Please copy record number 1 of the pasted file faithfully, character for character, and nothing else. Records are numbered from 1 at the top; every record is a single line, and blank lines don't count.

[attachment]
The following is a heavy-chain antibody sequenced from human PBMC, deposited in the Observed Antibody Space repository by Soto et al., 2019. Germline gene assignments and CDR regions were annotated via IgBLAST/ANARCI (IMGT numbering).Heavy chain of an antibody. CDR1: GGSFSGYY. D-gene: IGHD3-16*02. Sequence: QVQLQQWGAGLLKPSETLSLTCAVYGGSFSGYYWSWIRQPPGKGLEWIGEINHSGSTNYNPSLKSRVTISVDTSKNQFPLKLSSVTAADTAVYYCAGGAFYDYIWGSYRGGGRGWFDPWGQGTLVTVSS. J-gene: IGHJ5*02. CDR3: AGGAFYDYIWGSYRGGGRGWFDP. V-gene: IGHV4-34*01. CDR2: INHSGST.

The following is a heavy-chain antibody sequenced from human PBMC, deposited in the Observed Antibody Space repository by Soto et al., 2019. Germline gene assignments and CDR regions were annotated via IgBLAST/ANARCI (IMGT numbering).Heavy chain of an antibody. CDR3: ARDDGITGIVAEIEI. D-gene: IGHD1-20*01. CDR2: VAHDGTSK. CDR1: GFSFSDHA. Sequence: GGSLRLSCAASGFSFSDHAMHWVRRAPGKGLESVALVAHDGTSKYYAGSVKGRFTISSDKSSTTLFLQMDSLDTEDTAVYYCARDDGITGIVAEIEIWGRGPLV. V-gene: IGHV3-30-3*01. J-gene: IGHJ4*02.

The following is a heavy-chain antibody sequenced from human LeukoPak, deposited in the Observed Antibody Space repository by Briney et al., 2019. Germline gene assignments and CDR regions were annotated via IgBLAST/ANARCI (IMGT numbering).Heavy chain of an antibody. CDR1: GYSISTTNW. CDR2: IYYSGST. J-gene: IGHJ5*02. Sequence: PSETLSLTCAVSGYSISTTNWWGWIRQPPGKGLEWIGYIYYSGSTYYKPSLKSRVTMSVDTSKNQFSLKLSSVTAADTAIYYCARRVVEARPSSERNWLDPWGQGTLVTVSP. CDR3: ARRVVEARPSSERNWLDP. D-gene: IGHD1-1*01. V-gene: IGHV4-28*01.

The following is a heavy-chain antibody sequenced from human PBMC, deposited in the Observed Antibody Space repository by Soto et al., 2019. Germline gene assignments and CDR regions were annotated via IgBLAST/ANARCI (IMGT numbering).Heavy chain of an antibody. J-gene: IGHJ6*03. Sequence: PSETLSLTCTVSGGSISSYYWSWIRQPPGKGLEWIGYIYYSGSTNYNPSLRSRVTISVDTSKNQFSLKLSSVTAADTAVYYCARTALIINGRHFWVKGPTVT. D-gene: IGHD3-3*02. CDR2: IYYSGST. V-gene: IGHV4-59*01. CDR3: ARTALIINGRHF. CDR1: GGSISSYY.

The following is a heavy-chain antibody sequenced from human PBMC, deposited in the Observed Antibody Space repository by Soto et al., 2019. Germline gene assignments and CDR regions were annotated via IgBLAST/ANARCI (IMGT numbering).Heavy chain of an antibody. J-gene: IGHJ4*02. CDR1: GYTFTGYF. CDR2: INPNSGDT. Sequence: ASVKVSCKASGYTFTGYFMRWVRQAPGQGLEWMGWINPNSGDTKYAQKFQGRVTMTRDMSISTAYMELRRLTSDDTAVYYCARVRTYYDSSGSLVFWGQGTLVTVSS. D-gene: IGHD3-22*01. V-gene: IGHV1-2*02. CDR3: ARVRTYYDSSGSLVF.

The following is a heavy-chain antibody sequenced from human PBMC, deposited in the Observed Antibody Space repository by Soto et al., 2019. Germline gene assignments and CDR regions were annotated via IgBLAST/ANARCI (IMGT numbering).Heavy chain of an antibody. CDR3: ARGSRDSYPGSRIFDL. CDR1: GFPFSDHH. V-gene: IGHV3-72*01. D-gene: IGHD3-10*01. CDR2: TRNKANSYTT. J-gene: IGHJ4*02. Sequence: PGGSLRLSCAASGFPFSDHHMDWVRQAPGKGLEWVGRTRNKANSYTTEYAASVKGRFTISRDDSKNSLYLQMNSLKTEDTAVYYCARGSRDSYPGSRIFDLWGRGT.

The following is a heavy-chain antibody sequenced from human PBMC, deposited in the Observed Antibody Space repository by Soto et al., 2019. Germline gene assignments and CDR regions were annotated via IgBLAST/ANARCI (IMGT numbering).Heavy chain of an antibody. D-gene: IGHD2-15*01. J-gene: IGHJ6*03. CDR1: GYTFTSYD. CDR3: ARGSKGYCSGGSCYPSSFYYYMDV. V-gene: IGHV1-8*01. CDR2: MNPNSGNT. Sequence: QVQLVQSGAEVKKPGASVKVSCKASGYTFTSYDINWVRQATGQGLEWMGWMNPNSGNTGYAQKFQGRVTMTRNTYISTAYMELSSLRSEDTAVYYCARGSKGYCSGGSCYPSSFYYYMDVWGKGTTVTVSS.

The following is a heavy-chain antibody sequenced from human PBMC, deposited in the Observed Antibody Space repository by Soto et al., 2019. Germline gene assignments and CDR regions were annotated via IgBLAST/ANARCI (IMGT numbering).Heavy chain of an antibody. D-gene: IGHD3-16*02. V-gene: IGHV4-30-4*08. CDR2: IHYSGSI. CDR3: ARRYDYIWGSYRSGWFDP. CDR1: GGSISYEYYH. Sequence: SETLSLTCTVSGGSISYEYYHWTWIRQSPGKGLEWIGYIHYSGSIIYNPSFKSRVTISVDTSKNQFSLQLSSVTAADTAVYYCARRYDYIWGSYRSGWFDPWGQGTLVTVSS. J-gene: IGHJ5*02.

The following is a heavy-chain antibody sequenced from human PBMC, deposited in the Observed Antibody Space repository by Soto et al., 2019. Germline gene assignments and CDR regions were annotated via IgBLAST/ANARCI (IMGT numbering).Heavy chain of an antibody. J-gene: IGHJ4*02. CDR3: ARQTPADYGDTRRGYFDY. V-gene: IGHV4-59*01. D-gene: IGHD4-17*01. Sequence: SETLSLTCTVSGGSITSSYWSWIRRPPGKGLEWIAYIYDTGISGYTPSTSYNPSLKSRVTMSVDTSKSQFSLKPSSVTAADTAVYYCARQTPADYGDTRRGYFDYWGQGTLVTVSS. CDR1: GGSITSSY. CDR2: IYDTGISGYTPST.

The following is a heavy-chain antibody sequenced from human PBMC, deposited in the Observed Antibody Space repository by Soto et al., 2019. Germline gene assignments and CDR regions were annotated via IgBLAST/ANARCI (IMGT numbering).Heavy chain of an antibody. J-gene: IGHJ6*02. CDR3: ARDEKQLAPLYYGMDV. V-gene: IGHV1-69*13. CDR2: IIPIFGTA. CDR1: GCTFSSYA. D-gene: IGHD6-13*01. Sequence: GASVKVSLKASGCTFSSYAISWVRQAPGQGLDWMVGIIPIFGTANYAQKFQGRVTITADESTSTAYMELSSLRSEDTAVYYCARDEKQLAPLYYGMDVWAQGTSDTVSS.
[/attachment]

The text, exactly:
The following is a heavy-chain antibody sequenced from human PBMC, deposited in the Observed Antibody Space repository by Soto et al., 2019. Germline gene assignments and CDR regions were annotated via IgBLAST/ANARCI (IMGT numbering).Heavy chain of an antibody. CDR1: GGSFSGYY. D-gene: IGHD3-16*02. Sequence: QVQLQQWGAGLLKPSETLSLTCAVYGGSFSGYYWSWIRQPPGKGLEWIGEINHSGSTNYNPSLKSRVTISVDTSKNQFPLKLSSVTAADTAVYYCAGGAFYDYIWGSYRGGGRGWFDPWGQGTLVTVSS. J-gene: IGHJ5*02. CDR3: AGGAFYDYIWGSYRGGGRGWFDP. V-gene: IGHV4-34*01. CDR2: INHSGST.